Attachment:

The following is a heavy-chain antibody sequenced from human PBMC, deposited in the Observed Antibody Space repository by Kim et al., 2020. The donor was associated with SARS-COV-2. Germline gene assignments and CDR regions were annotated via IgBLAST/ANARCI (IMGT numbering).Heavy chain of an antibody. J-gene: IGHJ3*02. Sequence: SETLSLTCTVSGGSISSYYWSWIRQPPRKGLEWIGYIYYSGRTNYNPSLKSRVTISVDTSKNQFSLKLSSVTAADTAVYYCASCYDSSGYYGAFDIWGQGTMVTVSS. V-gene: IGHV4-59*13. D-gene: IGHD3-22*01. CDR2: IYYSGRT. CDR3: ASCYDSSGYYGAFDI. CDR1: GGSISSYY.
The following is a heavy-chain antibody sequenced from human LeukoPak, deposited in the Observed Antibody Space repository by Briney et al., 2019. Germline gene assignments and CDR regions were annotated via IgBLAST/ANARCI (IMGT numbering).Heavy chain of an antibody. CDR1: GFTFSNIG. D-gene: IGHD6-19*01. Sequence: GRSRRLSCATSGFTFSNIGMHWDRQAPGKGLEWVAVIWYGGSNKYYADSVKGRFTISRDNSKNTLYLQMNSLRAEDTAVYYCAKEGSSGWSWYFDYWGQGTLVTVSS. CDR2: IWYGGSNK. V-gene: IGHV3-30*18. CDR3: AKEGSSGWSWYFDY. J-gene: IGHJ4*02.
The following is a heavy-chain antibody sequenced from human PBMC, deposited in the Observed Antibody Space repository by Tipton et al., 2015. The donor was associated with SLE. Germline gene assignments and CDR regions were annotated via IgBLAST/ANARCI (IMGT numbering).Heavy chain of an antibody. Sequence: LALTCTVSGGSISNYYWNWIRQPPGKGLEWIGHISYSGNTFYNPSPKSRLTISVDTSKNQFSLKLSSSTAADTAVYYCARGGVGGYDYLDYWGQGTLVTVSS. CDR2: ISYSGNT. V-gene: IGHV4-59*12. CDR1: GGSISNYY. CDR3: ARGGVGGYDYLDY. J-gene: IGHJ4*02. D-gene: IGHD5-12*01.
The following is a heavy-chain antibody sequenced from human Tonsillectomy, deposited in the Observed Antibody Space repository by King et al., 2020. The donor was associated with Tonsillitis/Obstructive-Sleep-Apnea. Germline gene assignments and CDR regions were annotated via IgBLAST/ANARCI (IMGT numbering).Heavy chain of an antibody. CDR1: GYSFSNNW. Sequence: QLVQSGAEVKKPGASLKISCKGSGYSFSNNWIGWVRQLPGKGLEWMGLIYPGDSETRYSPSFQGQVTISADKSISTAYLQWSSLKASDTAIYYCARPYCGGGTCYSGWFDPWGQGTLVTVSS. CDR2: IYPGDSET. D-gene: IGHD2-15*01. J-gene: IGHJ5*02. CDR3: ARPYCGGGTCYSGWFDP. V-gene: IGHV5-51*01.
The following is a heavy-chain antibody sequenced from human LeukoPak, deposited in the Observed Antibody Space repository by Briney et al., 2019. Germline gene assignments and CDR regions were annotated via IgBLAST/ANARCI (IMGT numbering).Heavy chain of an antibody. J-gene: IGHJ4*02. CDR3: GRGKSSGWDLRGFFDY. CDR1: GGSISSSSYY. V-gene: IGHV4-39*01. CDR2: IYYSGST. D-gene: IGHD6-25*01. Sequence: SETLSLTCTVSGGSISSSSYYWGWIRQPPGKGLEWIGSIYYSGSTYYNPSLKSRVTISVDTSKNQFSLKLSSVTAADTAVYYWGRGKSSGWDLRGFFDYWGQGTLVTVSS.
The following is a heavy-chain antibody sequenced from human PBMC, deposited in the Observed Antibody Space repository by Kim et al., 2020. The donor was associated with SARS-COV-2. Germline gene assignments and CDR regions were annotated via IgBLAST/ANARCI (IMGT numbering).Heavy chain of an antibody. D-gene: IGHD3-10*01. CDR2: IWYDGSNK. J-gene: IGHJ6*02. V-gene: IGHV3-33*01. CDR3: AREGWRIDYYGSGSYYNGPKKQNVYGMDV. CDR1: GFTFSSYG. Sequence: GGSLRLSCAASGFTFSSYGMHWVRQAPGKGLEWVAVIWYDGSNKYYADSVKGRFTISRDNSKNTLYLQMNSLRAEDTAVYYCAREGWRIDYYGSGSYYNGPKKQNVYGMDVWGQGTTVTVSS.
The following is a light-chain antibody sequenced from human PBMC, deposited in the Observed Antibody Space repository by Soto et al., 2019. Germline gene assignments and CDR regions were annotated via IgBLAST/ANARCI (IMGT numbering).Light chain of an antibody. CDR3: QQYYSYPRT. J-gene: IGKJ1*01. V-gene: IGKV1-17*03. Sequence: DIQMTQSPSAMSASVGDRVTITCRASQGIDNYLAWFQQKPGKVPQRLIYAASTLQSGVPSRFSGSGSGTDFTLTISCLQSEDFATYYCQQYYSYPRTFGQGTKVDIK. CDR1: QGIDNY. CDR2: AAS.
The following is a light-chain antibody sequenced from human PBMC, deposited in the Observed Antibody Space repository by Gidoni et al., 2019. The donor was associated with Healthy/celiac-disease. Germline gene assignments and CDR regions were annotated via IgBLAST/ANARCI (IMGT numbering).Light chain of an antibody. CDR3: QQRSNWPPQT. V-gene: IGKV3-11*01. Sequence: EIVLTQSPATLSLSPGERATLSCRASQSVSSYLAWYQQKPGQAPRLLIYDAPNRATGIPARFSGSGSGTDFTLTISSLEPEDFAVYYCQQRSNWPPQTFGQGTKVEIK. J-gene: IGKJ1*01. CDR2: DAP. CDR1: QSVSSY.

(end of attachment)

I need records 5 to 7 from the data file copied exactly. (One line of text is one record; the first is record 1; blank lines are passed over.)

The following is a heavy-chain antibody sequenced from human LeukoPak, deposited in the Observed Antibody Space repository by Briney et al., 2019. Germline gene assignments and CDR regions were annotated via IgBLAST/ANARCI (IMGT numbering).Heavy chain of an antibody. J-gene: IGHJ4*02. CDR3: GRGKSSGWDLRGFFDY. CDR1: GGSISSSSYY. V-gene: IGHV4-39*01. CDR2: IYYSGST. D-gene: IGHD6-25*01. Sequence: SETLSLTCTVSGGSISSSSYYWGWIRQPPGKGLEWIGSIYYSGSTYYNPSLKSRVTISVDTSKNQFSLKLSSVTAADTAVYYWGRGKSSGWDLRGFFDYWGQGTLVTVSS.
The following is a heavy-chain antibody sequenced from human PBMC, deposited in the Observed Antibody Space repository by Kim et al., 2020. The donor was associated with SARS-COV-2. Germline gene assignments and CDR regions were annotated via IgBLAST/ANARCI (IMGT numbering).Heavy chain of an antibody. D-gene: IGHD3-10*01. CDR2: IWYDGSNK. J-gene: IGHJ6*02. V-gene: IGHV3-33*01. CDR3: AREGWRIDYYGSGSYYNGPKKQNVYGMDV. CDR1: GFTFSSYG. Sequence: GGSLRLSCAASGFTFSSYGMHWVRQAPGKGLEWVAVIWYDGSNKYYADSVKGRFTISRDNSKNTLYLQMNSLRAEDTAVYYCAREGWRIDYYGSGSYYNGPKKQNVYGMDVWGQGTTVTVSS.
The following is a light-chain antibody sequenced from human PBMC, deposited in the Observed Antibody Space repository by Soto et al., 2019. Germline gene assignments and CDR regions were annotated via IgBLAST/ANARCI (IMGT numbering).Light chain of an antibody. CDR3: QQYYSYPRT. J-gene: IGKJ1*01. V-gene: IGKV1-17*03. Sequence: DIQMTQSPSAMSASVGDRVTITCRASQGIDNYLAWFQQKPGKVPQRLIYAASTLQSGVPSRFSGSGSGTDFTLTISCLQSEDFATYYCQQYYSYPRTFGQGTKVDIK. CDR1: QGIDNY. CDR2: AAS.